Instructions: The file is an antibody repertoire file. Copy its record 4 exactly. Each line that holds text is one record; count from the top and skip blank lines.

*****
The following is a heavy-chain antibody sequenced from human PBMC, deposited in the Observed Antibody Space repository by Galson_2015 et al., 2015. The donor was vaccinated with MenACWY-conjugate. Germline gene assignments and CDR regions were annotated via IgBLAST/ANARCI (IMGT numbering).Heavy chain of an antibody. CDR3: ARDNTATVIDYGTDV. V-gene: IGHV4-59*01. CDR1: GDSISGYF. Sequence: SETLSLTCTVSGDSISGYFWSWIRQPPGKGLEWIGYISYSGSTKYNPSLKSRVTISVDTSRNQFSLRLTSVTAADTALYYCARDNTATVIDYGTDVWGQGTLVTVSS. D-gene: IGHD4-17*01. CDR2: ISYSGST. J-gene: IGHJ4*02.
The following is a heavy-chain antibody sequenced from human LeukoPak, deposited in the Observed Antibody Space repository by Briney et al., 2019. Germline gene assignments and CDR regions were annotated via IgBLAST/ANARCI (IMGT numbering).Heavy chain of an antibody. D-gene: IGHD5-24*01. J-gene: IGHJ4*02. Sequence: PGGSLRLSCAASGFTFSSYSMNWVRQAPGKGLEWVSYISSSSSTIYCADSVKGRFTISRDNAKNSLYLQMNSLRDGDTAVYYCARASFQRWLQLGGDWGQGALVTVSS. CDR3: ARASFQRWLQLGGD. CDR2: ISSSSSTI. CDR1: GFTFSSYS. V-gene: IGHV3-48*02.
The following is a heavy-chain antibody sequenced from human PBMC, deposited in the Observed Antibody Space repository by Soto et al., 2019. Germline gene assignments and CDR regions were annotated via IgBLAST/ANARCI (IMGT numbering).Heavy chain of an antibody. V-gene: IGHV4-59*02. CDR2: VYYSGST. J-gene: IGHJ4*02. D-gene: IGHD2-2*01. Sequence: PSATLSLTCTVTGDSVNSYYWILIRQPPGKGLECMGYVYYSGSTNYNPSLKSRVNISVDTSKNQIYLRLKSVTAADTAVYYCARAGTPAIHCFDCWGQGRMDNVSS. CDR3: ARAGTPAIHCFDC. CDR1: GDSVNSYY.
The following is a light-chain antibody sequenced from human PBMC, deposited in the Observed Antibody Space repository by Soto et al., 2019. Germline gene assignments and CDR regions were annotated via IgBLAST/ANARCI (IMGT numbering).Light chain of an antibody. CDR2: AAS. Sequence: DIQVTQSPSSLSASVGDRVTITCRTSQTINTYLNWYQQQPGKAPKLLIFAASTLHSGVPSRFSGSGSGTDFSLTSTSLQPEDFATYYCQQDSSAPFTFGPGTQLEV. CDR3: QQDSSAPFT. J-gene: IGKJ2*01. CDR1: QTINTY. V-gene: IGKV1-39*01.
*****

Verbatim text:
The following is a light-chain antibody sequenced from human PBMC, deposited in the Observed Antibody Space repository by Soto et al., 2019. Germline gene assignments and CDR regions were annotated via IgBLAST/ANARCI (IMGT numbering).Light chain of an antibody. CDR2: AAS. Sequence: DIQVTQSPSSLSASVGDRVTITCRTSQTINTYLNWYQQQPGKAPKLLIFAASTLHSGVPSRFSGSGSGTDFSLTSTSLQPEDFATYYCQQDSSAPFTFGPGTQLEV. CDR3: QQDSSAPFT. J-gene: IGKJ2*01. CDR1: QTINTY. V-gene: IGKV1-39*01.